Judea Pearl, professor of computer science at UCLA, is the winner of the 2011 Association for Computing Machinery A.M. Turing Award for his work in artificial intelligence. The year 2012 also marks what would have been the 100th birthday of British mathematician Alan M. Turing, an event that will be celebrated in June as part of the 2011 award presentation.
Pearl’s projects include developments in probabilistic and causal reasoning and their application to a broad range of problems, which he said is now an inference formula used in many different computing systems in a variety of industries. His prize includes a US$250,000 gift, with financial support provided by Google and Intel.
Pearl said that humans have a way of understanding that if there is smoke, there’s probably fire, and that is something that he worked on creating as a formula for computing systems. He said this standard method for handling uncertainty in computer systems can be used in any system where there is a lot of “noisy” data that needs to be evaluated.
Additionally, Pearl, 75, who lives in Los Angeles, developed “graphical methods and symbolic calculus that enable machines to reason about actions and observations, and to assess cause-and-effect relationships from empirical findings,” according to the ACM. Pearl said these relationships are now being transferred to robots so that they can understand and take blame or credit for their actions.
He said this could be used for a robot performing any number of human tasks, and gave an example of a robot playing a soccer game. If one robot, he said, told another robot that the team lost the game because of it, the second robot should be able to understand and say something to the effect of “I’ll do better next time” instead of simply saying “I was programmed that way.”
“Like Alan Turing himself, Pearl turned his thinking to constructing procedures that might be harnessed to perform tasks traditionally associated with human intelligence,” said Vint Cerf, chair of the ACM 2012 Turing Centenary Celebration and a former ACM Turing Award recipient, in a statement about the announcement.
Pearl said his Bayesian Network, which established a dialogue between humans and machines, is one of his most memorable pieces of work. The network is a theoretical foundation for reasoning under uncertainty. Pearl coined the term in 1985 after the 18th-century mathematician Thomas Bayes. This is a general and flexible modeling tool that mimics the neural activities of the human brain and constantly exchanges messages without a supervisor. Pearl said he created the concepts and allowed others to program the ideas into systems.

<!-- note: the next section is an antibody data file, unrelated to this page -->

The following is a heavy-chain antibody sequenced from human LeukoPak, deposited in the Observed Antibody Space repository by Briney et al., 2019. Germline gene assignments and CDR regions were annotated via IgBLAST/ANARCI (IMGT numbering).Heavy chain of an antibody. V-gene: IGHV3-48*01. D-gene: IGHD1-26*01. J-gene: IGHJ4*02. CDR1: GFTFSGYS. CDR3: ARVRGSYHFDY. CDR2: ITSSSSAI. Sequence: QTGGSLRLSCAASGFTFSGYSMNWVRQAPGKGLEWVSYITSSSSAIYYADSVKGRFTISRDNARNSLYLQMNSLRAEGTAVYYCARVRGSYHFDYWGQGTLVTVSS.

Alfred Spector, a Google research vice president, said modern AI applications like robotics, self-driving cars, speech recognition and machine translation deal with uncertainty, and Pearl has been instrumental in supplying the rationale and technology for these applications to flourish, according to the ACM.
More about the winner
In 1984, Pearl did some early work on heuristic search, a trial-and-error method of solving problems. He set a new standard where algorithms had to be analyzed in terms of correctness and performance, something that allowed machines to discover their own heuristics.
Pearl is also the father of Daniel Pearl, a Wall Street Journal reporter abducted and killed in Pakistan in 2002, and serves as president of the foundation bearing his name. The Daniel Pearl Foundation’s mission is to “promote tolerance and understanding internationally through journalism, music and dialogue.”
Judea Pearl also worked at UCLA as a professor and formerly served as director of the Cognitive Systems Laboratory. He said more and more talented students are coming to him each year, and that it is up to these innovators of the future to determine which of his concepts to keep and which to leave behind.
Pearl joined UCLA in 1970, but prior to that he worked at RCA Research Laboratories and at Electronic Memories. He is a graduate of the Technion, the Israel Institute of Technology, with a bachelor of science degree in electrical engineering. In 1965, he received a master’s degree in physics from Rutgers University, and in the same year was awarded a Ph.D. in electrical engineering from the Polytechnic Institute of Brooklyn.
Pearl will receive the award on June 16 at the annual ACM banquet, which will be preceded by the Centenary Celebration, where 33 of the past Turing Award winners will come together for the first time to honor Alan M. Turing at the Palace Hotel in San Francisco.
Prior to Pearl, the Award was won by Leslie G. Valiant (2010); Charles Thacker (2009); Barbara Liskov (2008); Edmund M. Clark, Allen Emerson and Joseph Sifakis (2007); Frances E. Allen (2006); Peter Naur (2005); and Vinton Cerf and Robert E. Kahn (2004).